On Aug. 18, 2020, we will celebrate the 100th anniversary of women’s suffrage in the United States. This monumental occasion comes in the midst of a global pandemic that has exacerbated challenges and inequities that women in this nation continue to experience.
Some are related to physical safety, including domestic violence. Some are related to economic insecurity, and many still are related to societal expectations about women’s role in the home as it is balanced with women’s roles in the workplace.
One hundred years after being granted the right to vote, women still struggle to be heard when it comes to issues related to child care, women’s health, and professional expectations.
There is no better organization to highlight this month in light of these challenges than the Women’s Law Center.
Many young professional women have now become acutely aware of the need for professionals and organizations to engage in philanthropic, legislative and legal causes during this pandemic. They should be aware of the important role this organization plays in helping women throughout the state of Maryland, especially in this difficult time.
The Women’s Law Center of Maryland serves as a leading voice for justice and fairness for women by advocating for the physical safety, economic security, and autonomy of women throughout the state. The center works towards this goal by providing direct legal representation, information and referral services, and legislative advocacy.
Assistance is provided in the areas of family law, domestic violence and employment law. The Women’s Law Center operates hotlines that allow individuals to talk with an attorney who will help women understand their legal problems and inform them of community resources. Through legal representation projects, the Women’s Law Center helps women acquire a free lawyer to represent them and provides educational materials to educate women about the law and their rights.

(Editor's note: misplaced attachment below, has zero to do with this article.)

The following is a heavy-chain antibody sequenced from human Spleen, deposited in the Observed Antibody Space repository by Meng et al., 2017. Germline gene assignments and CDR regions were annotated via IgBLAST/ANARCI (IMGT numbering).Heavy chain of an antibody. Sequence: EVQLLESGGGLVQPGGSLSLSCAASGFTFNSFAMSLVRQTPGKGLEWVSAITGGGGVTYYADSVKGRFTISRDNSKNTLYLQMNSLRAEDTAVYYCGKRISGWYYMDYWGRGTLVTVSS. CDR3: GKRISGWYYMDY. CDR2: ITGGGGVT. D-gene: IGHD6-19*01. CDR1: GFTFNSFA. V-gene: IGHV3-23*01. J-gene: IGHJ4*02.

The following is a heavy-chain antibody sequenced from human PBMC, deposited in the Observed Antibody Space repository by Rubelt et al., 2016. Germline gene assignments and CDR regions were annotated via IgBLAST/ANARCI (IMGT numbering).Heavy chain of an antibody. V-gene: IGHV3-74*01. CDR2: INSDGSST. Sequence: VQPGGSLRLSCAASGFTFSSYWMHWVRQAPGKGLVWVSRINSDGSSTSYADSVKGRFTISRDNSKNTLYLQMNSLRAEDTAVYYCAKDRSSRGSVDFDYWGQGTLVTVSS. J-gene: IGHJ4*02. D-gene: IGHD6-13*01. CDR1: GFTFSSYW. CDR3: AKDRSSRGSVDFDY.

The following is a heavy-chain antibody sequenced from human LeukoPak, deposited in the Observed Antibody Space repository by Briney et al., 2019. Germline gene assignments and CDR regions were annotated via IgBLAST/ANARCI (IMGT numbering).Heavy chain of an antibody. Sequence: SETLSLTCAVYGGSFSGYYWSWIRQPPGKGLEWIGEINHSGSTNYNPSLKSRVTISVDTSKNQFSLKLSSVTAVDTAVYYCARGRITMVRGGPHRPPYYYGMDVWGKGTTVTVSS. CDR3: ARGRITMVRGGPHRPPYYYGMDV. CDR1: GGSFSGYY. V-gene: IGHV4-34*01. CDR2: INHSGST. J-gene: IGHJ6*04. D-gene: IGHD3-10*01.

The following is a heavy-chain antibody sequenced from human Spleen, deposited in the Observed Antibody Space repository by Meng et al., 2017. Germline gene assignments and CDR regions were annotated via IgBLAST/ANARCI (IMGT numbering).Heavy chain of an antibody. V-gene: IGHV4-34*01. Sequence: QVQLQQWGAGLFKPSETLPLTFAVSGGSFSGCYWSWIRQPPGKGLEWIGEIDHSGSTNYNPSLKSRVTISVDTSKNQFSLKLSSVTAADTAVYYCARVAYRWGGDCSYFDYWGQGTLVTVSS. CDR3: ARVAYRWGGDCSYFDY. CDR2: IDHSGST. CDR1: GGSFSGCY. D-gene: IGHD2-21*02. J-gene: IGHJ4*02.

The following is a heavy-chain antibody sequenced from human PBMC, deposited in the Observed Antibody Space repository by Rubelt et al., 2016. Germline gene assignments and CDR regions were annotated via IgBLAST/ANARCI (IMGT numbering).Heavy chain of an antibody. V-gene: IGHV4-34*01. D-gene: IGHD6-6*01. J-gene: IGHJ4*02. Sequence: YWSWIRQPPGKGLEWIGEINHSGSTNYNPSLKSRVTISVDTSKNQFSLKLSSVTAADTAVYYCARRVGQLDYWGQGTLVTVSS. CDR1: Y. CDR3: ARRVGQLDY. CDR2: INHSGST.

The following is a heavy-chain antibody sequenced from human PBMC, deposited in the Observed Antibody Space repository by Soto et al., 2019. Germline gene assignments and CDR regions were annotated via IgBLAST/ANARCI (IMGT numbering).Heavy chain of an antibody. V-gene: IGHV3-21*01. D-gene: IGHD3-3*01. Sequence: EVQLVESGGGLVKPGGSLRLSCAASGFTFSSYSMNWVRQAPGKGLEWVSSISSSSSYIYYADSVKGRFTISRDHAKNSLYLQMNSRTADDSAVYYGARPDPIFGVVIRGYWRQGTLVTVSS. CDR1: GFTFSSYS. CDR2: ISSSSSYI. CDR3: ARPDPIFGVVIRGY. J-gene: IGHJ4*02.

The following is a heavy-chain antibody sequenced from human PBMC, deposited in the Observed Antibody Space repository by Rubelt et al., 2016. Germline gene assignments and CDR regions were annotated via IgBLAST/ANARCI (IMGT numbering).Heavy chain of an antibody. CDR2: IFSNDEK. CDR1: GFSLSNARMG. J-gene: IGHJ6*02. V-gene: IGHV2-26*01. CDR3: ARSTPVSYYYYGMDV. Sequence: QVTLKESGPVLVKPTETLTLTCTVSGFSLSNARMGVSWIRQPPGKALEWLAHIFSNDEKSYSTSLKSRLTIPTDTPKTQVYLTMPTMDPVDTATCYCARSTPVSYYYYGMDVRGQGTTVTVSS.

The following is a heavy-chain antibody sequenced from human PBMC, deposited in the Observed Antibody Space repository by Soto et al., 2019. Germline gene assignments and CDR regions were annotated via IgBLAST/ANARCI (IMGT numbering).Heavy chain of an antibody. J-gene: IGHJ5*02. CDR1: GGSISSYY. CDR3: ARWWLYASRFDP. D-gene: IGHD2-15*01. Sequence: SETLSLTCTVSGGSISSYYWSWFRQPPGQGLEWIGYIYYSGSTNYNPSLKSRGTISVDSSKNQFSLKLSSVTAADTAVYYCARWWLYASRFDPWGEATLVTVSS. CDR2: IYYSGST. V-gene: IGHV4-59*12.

The legislative advocacy of the Women’s Law Center has helped put women on corporate boards in Maryland, ensured equal access to health care, protected the rights of pregnant women in the workplace and so much more. As the challenges of child care continue to fall disproportionately on women, it is essential that, as young professional men and women, we think about ways to engage in and aid organizations that help ourselves and our colleagues feel supported in our many roles.
Michelle Siri, the executive director of the Women’s Law Center, emphasized the importance of the organization’s work during this time, “The current pandemic is highlighting and compounding issues we have been fighting against for decades. The disparities in physical safety and employment opportunities for women — in particular women of color, foreign-born women, and women working in low-wage positions — have increased exponentially over the past six months. Yes, we have come a long way, but we have a lot of work remaining to close the gaps in equality.”
Through pro bono opportunities, legislative engagement, and so many other opportunities, young professionals should think about involvement in this organization and others that help address challenges women continue to face.
As we reflect on a century of women’s right to vote, we should also reflect on what that means today and how we can engage in organizations that seek to achieve the societal cures for what voting rights alone cannot remedy.